Rusk ultimately found that maximum entropy modeling would be the best for his data. Maximum entropy modeling works by finding the uniform hazard distribution for the entire region while accounting for the environmental variables. This methodology has several advantages. For one, it works without knowing where hazards did not happen, which negated the issue of inconsistent reporting. Additionally, it can handle both categorical and continuous environmental factors—for example, specific types of soil and total precipitation are both variables in the final model. It also does not lose accuracy when fed irrelevant or correlated factors, allowing for a consistent set of factors to be used for all three hazards. Finally, it outputs a single probability for each hazard at each location. This simple output allowed Rusk’s team to use a consistent methodology for defining “risk” for all three hazards, allowing them to combine the three hazard maps into one. When the model was constructed using a subset of the historical data, it was able to predict patterns in the rest, an early indication of success.
Rusk’s results must be placed in the context of Himalayan urbanization patterns to make sense. Himalayan urbanization often occurs as micro-urbanization, a term coined by Seto to describe the growth of settlements that are small, scattered, and removed from existing cities. Tzu-Hsin Karen Chen, a postdoctoral fellow at the Seto lab who collaborated on Rusk’s study, attributes micro-urbanization in the Himalayas to a feedback loop initiated by road construction. “Villages [near a road] will have a lot of new products that are transported to the market in the urban area, and therefore they have more capital to expand,” Chen said. Thus, people flock to settlements in thin, fertile valleys that are convenient places for expanding existing cities and optimal places to lay roads leading to them.
However, these valleys are also the most hazardous parts of the Himalayas. Their moist, fertile soils take less water to saturate in a flood. Their steep hillsides and low elevation make them prone to landsliding, especially as settlement on the valley bottoms forces people to move up the hills and cut terraces for arable land. These valleys also have hotter temperatures than higher elevations do, making them more prone to wildfires during droughts.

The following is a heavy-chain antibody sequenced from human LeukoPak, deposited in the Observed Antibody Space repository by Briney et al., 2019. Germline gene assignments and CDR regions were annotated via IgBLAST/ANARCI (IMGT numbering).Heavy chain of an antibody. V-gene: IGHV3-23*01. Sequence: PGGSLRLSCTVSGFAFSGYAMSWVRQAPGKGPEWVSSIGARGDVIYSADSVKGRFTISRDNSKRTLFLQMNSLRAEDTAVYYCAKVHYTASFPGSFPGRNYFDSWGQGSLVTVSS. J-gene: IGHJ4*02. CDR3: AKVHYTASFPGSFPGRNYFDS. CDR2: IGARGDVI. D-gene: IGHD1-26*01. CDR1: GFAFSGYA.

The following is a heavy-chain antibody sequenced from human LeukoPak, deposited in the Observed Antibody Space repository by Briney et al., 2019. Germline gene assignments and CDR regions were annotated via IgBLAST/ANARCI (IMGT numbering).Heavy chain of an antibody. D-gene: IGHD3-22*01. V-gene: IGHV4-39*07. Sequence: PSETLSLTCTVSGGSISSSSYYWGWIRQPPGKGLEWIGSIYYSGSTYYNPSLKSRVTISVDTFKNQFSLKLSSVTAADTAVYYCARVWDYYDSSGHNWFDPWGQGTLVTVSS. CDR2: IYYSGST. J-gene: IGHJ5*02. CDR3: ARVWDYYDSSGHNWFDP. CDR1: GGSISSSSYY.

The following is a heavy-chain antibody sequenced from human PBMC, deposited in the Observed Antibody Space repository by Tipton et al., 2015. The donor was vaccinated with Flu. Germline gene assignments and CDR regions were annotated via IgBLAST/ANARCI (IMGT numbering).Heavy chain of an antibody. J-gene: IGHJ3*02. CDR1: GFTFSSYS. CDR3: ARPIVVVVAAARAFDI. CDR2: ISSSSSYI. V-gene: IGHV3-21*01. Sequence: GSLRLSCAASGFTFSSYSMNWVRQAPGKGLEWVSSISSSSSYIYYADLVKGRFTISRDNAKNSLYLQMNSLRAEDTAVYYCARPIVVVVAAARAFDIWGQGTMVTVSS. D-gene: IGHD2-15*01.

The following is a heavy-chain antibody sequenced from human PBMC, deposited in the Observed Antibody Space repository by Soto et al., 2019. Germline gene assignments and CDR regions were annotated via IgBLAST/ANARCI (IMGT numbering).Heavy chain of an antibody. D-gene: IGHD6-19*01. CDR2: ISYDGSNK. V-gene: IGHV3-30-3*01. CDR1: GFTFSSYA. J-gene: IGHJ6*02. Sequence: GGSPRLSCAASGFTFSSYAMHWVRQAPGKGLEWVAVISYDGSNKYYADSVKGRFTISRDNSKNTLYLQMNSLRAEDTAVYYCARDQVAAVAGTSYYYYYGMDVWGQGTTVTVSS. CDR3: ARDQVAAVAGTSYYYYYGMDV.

And yet, millions still inhabit these hazardous areas. “There are reasons to be near these urban agglomerations that aren’t related directly to the presence of hazards—access to education, access to healthcare, access to the money economy,” Rusk said. People choose these opportunities for socioeconomic mobility, despite the hazards, in the hopes of connecting with a wider world.

Where to go from here?
Rusk is the first to admit that his work would have been impossible without his fellow researchers physically located in the Himalayas. “I’ve been humbled by the opportunity to work with such an amazing group of collaborators,” Rusk said. Truly understanding the impacts of hazards requires talking to people where they happen; machine learning models can only go so far since they don’t explain why hazards happen in certain patterns or how they affect people. “In all of this work, you just have to shuttle between large-scale patterns and everyday life on the ground,” Rusk said.
The Yale team’s next project will zero in on how urbanization changes the landscape locally and affects hazards—the second part of the Urban Himalaya project’s overall goal. “We have one map that assesses overall hazard patterns across the past three decades,” Chen said, referring to the output of the current model. “But now we want to have a map for every year, from 1992 to the present.” These maps will allow the researchers to see both hazards and urbanization change together.
Humans are not only changing the environment on a local scale but also on a global scale. As climate change increases extreme precipitation and lengthens droughts, existing hazards will also grow in frequency and destructiveness.
Managing multi-hazard risks requires the coordination of normally independent national governments, local agencies managing separate hazards, and individuals alike. Rusk’s group has helped illustrate that progress can be made with an integrated, multi-talented team looking at the big picture. Now it is time to do the same back on the ground.

Further Reading
Rusk, J., Maharjan, A., Tiwari, P., Chen, T.-H. K., Shneiderman, S., Turin, M., & Seto, K. C. (2022). Multi-hazard susceptibility and exposure assessment of the Hindu Kush Himalaya. Science of The Total Environment, 804, 150039. https://doi.org/10.1016/j.scitotenv.2021.150039
Grainger, C., Tiwari, P. C., Joshi, B., Reba, M., & Seto, K. C. (2021). Who is vulnerable and where do they live? Case study of three districts in the Uttarakhand region of India Himalaya. Mountain Research and Development, 41(2). https://doi.org/10.1659/mrd-journal-d-19-00041.1